Community scrutinizes ‘energy action plan’ | SummitDaily.com
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Community scrutinizes ‘energy action plan’

When about 50 community members came together recently over the county’s energy action plan, the energy advisory group received feedback that should help move the plan forward politically as well as direct specific ways to prioritize and execute action items.

The initiative is funded in several counties by the Governor’s Energy Office and run locally through High Country Conservation Center. It’s meant to outline ways to reduce the county’s greenhouse gas emissions by 20 percent below 2007 levels by 2020. It lists goals and ways to achieve those goals in the built environment, renewable energy, transportation and waste reduction – starting in the public sector and moving into the private sector, such as ski resorts, over time.

High County Conservation Center’s Lynne Westerberg finished compiling the forum’s comments on Wednesday, and said all comment cards supported the plan – giving it more clout as the group moves it forward in the public arena. In particular, the comments show community support for items some town council members and county commissioners balk at, like pay-as-you-throw trash programs and waste hauler regulations.



In terms of waste reduction, the community “supports asking haulers to do more,” Westerberg said. “If the community wants to regulate the waste stream, haulers need to be on board.”

Westerberg admitted that the representation of people at last week’s forum was a small, self-selected sample, “but there’s not much we can do about it if they’re not talking to us,” she said. However, the group aims to get a better cross-sample by continuing to present the plan to various groups such as builders and business associations.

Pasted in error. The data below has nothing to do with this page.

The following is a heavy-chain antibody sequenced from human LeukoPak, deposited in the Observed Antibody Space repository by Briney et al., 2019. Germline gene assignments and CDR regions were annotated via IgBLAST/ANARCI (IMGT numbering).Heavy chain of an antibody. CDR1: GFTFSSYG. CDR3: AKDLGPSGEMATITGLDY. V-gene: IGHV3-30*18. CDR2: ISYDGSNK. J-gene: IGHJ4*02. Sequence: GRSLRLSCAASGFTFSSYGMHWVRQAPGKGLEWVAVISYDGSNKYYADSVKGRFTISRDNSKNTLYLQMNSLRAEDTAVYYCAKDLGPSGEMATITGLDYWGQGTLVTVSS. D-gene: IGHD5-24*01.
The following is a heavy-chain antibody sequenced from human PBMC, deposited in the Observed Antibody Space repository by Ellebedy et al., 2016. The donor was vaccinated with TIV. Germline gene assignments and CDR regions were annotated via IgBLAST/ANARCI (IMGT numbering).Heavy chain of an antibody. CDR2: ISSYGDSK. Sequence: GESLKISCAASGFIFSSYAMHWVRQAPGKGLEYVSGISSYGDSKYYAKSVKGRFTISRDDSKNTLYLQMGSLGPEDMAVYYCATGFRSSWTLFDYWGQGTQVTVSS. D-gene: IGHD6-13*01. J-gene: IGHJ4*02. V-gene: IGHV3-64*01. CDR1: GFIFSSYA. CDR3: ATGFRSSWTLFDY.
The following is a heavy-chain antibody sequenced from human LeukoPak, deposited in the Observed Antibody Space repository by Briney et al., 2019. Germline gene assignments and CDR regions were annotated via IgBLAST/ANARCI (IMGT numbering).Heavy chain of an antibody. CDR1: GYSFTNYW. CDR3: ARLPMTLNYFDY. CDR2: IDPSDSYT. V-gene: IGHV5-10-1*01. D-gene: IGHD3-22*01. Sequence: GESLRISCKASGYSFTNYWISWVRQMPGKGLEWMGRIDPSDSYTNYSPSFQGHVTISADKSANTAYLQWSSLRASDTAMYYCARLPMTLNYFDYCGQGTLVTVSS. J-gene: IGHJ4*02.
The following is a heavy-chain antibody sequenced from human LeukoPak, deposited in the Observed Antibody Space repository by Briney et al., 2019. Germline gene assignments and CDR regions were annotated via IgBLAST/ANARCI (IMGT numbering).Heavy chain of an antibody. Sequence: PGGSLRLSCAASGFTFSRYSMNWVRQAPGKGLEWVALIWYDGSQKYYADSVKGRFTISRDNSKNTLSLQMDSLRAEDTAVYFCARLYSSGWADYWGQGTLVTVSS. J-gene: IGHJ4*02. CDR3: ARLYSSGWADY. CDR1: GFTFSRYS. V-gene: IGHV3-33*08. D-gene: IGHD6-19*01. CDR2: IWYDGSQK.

The community feedback does more than show support for the plan, Westerberg said. The comments provided specific ideas about how to accomplish certain items, and they help prioritize what’s important to county residents.

Participants noted the action items they thought best to tackle immediately:

• Streamline local building permit procedures to facilitate installations of on-site renewable energy systems in residential and commercial buildings;

• Increase use of public transportation in Summit County;

• Consider requiring Summit County trash haulers to offer residential and commercial recycling and composting services;

• Develop and promote creative funding options for residential, commercial and public renewable energy, and;

• Identify locations and options that would be most appropriate for community-scale and/or utility-scale production of renewable energy.

Comments also broadened the scope of renewable energy by suggesting the group look at power through micro-hydroelectric operations, biofuels and biomass. In terms of transportation, community members wanted the Summit Stage to consider circular or express routes to encourage more travel.


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